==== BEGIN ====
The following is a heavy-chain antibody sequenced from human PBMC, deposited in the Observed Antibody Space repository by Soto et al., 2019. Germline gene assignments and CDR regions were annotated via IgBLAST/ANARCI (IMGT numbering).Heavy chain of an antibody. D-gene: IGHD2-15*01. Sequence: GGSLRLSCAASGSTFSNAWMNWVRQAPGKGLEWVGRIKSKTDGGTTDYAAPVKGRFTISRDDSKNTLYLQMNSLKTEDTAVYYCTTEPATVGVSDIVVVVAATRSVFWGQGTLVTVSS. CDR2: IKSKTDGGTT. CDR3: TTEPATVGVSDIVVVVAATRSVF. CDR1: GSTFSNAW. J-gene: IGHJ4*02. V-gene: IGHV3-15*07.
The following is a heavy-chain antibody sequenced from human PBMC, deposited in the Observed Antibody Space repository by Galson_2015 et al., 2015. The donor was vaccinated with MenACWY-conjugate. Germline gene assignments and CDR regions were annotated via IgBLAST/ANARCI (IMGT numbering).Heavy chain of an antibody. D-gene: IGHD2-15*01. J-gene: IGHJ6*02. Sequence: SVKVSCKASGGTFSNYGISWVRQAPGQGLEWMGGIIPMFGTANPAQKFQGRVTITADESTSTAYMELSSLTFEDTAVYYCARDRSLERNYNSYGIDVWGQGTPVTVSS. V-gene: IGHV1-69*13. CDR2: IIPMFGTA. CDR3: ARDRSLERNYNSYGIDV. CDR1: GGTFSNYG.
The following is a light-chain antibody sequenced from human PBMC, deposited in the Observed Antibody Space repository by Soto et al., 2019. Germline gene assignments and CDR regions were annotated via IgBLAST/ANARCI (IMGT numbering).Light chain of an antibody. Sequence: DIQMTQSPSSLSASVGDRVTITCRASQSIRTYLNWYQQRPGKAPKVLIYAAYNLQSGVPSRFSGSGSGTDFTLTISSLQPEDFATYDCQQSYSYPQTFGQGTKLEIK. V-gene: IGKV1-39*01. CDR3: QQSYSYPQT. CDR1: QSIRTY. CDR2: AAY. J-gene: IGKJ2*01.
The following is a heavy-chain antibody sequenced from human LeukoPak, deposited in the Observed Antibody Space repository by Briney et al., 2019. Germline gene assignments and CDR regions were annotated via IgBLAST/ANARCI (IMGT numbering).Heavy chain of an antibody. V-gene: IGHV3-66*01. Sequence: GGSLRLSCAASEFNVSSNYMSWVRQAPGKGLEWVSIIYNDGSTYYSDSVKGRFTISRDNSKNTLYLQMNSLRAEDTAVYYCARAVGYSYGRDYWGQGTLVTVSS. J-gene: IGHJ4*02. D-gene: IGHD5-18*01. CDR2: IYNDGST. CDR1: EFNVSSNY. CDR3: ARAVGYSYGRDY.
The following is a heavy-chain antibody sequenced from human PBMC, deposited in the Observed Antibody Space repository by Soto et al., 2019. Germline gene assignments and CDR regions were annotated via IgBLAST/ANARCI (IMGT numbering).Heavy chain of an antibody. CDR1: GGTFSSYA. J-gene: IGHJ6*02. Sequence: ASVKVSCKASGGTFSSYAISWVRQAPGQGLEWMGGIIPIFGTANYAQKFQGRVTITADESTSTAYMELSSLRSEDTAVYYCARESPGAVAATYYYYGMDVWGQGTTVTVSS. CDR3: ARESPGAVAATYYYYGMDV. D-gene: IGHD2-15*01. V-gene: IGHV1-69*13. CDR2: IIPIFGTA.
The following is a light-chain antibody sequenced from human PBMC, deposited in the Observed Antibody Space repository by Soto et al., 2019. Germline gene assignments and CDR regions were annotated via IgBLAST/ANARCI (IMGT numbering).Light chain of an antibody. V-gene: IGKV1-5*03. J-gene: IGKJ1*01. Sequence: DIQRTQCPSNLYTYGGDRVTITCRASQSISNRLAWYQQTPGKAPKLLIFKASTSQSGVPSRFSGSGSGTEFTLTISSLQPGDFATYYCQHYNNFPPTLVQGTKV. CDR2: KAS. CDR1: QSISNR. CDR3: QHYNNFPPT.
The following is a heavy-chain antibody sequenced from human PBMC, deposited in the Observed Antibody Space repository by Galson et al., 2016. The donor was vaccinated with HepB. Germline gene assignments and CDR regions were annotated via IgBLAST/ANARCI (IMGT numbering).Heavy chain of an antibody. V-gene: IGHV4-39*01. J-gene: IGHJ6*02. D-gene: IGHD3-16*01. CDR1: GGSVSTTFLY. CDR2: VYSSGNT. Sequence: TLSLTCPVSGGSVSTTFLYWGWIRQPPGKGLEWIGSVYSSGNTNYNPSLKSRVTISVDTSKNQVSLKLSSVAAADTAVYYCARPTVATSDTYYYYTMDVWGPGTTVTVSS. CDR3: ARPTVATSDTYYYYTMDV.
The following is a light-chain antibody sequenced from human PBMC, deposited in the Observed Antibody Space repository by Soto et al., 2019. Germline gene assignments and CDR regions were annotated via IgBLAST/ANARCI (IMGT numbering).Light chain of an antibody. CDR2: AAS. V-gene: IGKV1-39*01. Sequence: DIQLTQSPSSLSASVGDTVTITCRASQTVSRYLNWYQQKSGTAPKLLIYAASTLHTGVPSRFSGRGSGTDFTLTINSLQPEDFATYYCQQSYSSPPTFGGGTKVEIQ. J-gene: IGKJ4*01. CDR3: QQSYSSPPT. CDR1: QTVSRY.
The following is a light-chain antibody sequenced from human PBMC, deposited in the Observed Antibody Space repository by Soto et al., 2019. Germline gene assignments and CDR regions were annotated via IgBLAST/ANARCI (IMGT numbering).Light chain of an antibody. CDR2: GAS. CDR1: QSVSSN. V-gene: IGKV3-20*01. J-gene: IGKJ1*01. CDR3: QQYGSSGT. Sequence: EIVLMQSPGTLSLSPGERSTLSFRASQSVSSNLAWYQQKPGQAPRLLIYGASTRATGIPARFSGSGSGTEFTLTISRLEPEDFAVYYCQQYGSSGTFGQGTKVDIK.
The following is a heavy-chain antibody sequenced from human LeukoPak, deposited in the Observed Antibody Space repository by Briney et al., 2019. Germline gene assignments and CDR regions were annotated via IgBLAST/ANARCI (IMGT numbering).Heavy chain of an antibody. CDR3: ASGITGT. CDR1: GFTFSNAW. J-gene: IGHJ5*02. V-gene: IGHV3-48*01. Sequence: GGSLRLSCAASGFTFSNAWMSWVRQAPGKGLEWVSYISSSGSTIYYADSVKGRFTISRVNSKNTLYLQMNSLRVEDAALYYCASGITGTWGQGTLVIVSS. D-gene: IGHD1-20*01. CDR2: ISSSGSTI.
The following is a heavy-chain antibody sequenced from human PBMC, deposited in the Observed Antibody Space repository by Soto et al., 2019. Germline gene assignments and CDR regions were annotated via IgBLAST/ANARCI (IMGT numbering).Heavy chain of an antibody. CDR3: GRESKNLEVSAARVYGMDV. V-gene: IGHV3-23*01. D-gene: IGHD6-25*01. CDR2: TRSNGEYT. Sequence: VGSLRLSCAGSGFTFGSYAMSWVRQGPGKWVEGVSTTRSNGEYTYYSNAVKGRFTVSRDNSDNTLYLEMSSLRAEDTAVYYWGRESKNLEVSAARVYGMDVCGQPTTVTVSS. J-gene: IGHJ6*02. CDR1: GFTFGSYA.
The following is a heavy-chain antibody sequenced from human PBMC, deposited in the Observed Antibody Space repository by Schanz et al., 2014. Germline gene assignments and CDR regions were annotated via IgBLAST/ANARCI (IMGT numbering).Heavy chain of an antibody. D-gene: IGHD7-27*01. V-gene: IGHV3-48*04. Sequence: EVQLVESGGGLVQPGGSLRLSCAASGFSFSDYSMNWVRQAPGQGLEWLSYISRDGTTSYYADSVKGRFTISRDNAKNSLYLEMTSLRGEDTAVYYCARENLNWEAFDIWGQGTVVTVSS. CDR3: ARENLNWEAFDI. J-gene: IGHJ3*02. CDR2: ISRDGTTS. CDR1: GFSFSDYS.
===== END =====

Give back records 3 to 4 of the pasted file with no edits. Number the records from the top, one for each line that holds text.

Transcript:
The following is a light-chain antibody sequenced from human PBMC, deposited in the Observed Antibody Space repository by Soto et al., 2019. Germline gene assignments and CDR regions were annotated via IgBLAST/ANARCI (IMGT numbering).Light chain of an antibody. Sequence: DIQMTQSPSSLSASVGDRVTITCRASQSIRTYLNWYQQRPGKAPKVLIYAAYNLQSGVPSRFSGSGSGTDFTLTISSLQPEDFATYDCQQSYSYPQTFGQGTKLEIK. V-gene: IGKV1-39*01. CDR3: QQSYSYPQT. CDR1: QSIRTY. CDR2: AAY. J-gene: IGKJ2*01.
The following is a heavy-chain antibody sequenced from human LeukoPak, deposited in the Observed Antibody Space repository by Briney et al., 2019. Germline gene assignments and CDR regions were annotated via IgBLAST/ANARCI (IMGT numbering).Heavy chain of an antibody. V-gene: IGHV3-66*01. Sequence: GGSLRLSCAASEFNVSSNYMSWVRQAPGKGLEWVSIIYNDGSTYYSDSVKGRFTISRDNSKNTLYLQMNSLRAEDTAVYYCARAVGYSYGRDYWGQGTLVTVSS. J-gene: IGHJ4*02. D-gene: IGHD5-18*01. CDR2: IYNDGST. CDR1: EFNVSSNY. CDR3: ARAVGYSYGRDY.